Huawei Ascend P2 review

Huawei aims to rise to new heights with this record breaking handset

Huawei Ascend P2
It's the Usain Bolt of smartphones

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The Huawei Ascend P2 comes touting the title of the "world's fastest smartphone" which relates directly to its Cat 4 LTE capabilities giving it theoretical speeds of up to 150Mbps over a mobile network.

Huawei Ascend P2 review

Testing the P2 was somewhat problematic. Telstra's LTE-Advanced network is currently only operational in Brisbane, Adelaide and Perth, which meant the performance we got testing in Sydney wasn't quite at the same level as its potential.

That said, the average download speed of 50Mbps for LTE on the P2, compared to 40Mbps on the Samsung Galaxy S4 at the same time in the same location does show some promise for the device's performance.

Once Telstra expands its LTE-A network country-wide, the tested speeds will undoubtedly go up.

Wi-Fi b/g/n is also on board for when you don't fancy eating through your monthly data allowance at a rate of knots, which is handy.

In terms of a web browser the Ascend P2 comes with two options - the stock Android offering alongside Chrome which has become a mainstay in the standard Jelly Bean setup.

The browsers are straight forward, no thrills offerings which will easily let you navigate to the pages you require with minimum fuss.

Huawei Ascend P2 review

Browsing speed on the Huawei Ascend P2 was pretty good, but we weren't blown away with blisteringly fast load times and we didn't notice any improvement compared to the Samsung Galaxy S4 or iPhone 5.

The mobile version loaded in around four seconds over 4G, while the desktop version took around 15, although we were able to begin panning around after about nine seconds.

Over 3G the load times were only a second or so slower for mobile sites, but full versions of complex websites took considerably longer to appear on the Ascend P2.

On a decent Wi-Fi network the browser had a similar performance to that over 4G, and once pages had loaded we were able to scrolling through them smoothly.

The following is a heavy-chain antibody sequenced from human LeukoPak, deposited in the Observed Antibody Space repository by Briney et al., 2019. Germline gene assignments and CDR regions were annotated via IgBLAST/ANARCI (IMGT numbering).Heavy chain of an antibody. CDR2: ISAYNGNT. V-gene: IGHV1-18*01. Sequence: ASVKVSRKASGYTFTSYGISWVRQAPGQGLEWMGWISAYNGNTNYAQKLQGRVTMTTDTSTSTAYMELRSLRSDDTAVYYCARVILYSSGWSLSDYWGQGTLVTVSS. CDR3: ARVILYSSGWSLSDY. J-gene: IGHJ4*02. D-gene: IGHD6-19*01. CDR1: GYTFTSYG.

The 4.7-inch display on the Ascend P2 may not be fully HD, but text and images appeared bright and crisp, making websites easy to consume without you having to strain your eyes.

Huawei Ascend P2 review

Open up an article on a webpage and the text will automatically reflow to fit the screen, making it easier to read as you don't have to scroll sideways.

If the text is still too small you can zoom in and double tap the display which will reflow the text at its new size - it's simple, effective and we wish every handset offered this.

Huawei Ascend P2 review

On-screen controls are pretty much absent, with just a URL bar and a button for tabbed browsing at the top of screen.

Hit the tabbed button in the stock browser and you'll get a vertical list of thumbnails showing your open tabs, with the option to close each one, or open more if you desire.

Tabs are easier to manage in Chrome, as they all appear at the top of the display, making for a much faster switching experience.

There's also a link to your bookmarks here, which sync with your Google account giving you access to all your favourite sites without having to navigate to each one manually.

All your other settings can be accessed by hitting the menu button below the screen, giving you access to your bookmarks, offline reading (not in Chrome) and sharing options.

Offline reading is also a useful feature, saving a web page to the device, allowing you to read it when you're out of signal - perfect for the train ride home or a jaunt into the country.

Huawei Ascend P2 review

Of course you can always download another browser from Google Play in next to no time, so if you don't get on with the default options on the Ascend P2 it's not a big deal.

For all you flash fans out there it's more disappointment as the Ascend P2 doesn't support the dying format which Google itself is phasing out of its ecosystem, shutting down support from Android Jelly Bean onwards.

John McCann
Global Managing Editor

John joined TechRadar over a decade ago as Staff Writer for Phones, and over the years has built up a vast knowledge of the tech industry. He's interviewed CEOs from some of the world's biggest tech firms, visited their HQs and has appeared on live TV and radio, including Sky News, BBC News, BBC World News, Al Jazeera, LBC and BBC Radio 4. Originally specializing in phones, tablets and wearables, John is now TechRadar's resident automotive expert, reviewing the latest and greatest EVs and PHEVs on the market. John also looks after the day-to-day running of the site.